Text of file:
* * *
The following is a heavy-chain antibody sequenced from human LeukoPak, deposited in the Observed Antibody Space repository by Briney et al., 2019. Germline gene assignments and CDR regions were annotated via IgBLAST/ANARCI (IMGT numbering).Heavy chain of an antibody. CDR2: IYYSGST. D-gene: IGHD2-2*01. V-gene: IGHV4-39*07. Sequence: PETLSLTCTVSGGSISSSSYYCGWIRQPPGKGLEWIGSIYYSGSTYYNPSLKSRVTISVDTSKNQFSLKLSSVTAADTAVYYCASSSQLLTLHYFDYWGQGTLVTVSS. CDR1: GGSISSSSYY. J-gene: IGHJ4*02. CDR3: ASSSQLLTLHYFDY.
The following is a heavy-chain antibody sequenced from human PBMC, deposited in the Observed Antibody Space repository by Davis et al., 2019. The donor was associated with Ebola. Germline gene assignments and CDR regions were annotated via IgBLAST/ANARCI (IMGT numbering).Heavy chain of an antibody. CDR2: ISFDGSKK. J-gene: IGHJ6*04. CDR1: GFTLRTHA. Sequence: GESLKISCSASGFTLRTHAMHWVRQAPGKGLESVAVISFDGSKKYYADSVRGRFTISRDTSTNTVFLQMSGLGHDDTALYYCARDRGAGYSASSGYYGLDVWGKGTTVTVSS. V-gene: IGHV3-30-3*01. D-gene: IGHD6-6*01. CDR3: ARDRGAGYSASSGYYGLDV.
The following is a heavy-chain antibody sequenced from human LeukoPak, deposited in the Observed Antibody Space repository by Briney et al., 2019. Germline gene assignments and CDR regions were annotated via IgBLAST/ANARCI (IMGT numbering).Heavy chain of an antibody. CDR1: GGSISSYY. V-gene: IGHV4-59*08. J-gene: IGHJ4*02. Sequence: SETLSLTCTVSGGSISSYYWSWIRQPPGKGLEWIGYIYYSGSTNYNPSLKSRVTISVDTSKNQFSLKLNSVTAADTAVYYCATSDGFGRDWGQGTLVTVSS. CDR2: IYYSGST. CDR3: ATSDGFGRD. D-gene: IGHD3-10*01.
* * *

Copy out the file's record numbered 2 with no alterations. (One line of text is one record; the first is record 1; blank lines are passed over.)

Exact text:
The following is a heavy-chain antibody sequenced from human PBMC, deposited in the Observed Antibody Space repository by Davis et al., 2019. The donor was associated with Ebola. Germline gene assignments and CDR regions were annotated via IgBLAST/ANARCI (IMGT numbering).Heavy chain of an antibody. CDR2: ISFDGSKK. J-gene: IGHJ6*04. CDR1: GFTLRTHA. Sequence: GESLKISCSASGFTLRTHAMHWVRQAPGKGLESVAVISFDGSKKYYADSVRGRFTISRDTSTNTVFLQMSGLGHDDTALYYCARDRGAGYSASSGYYGLDVWGKGTTVTVSS. V-gene: IGHV3-30-3*01. D-gene: IGHD6-6*01. CDR3: ARDRGAGYSASSGYYGLDV.